GRASSROOTS campaigners have created an app to encourage voter registration in the run up to the Holyrood 2026 elections, with the hope of seeing an increase in turnout. 

AyeApp was launched in May and aims to make it easier for grassroots campaigners to register people to vote by having all the necessary tools in one place, including registering for a postal vote and registering for a certificate of authority. 

The National:

Speaking to The National, Geoff Bush – one of the app’s creators – described the it as a “democracy tool”. 

He said the app received "generous funding” from the Scottish Independence Foundation, a group which funds various grassroots projects. 

The app is not affiliated to a political party, but the idea for the project was inspired by the 2014 independence referendum, which saw a “mass campaign of voter registration” in the run-up to the vote. 

“The number of people who had never voted in their lives prior to the referendum was relatively high,” Bush said. 

It led him to wonder what would happen if a similar campaign was to be held in the run up to the Holyrood elections in 2026. Could it potentially help to achieve independence? 

'People just get it'

Bush decided the best way to spread the word about the app was at independence marches. He attended the All Under One Banner rally in Glasgow earlier this month, where he said he had “never talked as much” before whilst on a march.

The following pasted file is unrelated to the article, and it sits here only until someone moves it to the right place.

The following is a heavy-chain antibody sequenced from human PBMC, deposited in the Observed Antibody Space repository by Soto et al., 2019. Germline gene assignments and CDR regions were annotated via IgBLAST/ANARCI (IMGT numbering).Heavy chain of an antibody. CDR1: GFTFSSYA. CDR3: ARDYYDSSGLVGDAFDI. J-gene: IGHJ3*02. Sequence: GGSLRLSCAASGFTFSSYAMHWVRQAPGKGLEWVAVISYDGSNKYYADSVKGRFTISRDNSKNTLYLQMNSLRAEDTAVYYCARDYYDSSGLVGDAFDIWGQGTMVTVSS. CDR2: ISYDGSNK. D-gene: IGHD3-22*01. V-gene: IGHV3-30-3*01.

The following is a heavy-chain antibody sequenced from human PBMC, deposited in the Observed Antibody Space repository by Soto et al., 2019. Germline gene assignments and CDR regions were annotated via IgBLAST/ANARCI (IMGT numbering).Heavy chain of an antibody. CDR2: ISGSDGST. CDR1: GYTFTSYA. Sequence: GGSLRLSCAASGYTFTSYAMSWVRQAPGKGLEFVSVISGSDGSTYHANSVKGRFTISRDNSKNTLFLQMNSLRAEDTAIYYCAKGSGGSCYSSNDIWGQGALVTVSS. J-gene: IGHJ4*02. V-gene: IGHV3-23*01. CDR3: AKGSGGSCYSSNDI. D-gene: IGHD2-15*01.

He said people were confused initially why they might need the app, as most people on the march were already registered to vote. 

Once they realised it was for them to use to encourage others to register, “the penny suddenly dropped”. 

“I’ve been on dozens of independence marches, and I’ve never talked so much on marches as I did then. 

“People just get it,” Bush said, adding that Boris Johnson’s failure to bring ID when he voted in the local elections helped to draw more people into the conversation. 

The National: The All Under One Banner MArch fromKelvingrove to Glasgow Green saturday. STY
 Pic Gordon Terris Herald & Times

The app is party neutral, Bush told The National, adding that it was simply a tool for activists to use on the doors and at stalls to make it easier to register voters. 

He added that he had worked alongside the Electoral Commission to develop the app to ensure they remained neutral, in order to “maintain credibility” as a voter registration app. 

Looking ahead to the future, Bush said the team is working on how signatures are captured, to avoid complications which may prevent people from being able to vote. 

This project is the perfect example of grassroots campaigners taking matters into their own hands, showing the true power of the movement.

Nearly 100 activists have already downloaded the app, with more expected as the election continues to creep closer. 

AyeApp is available to download from the App Store and Google Play Store.


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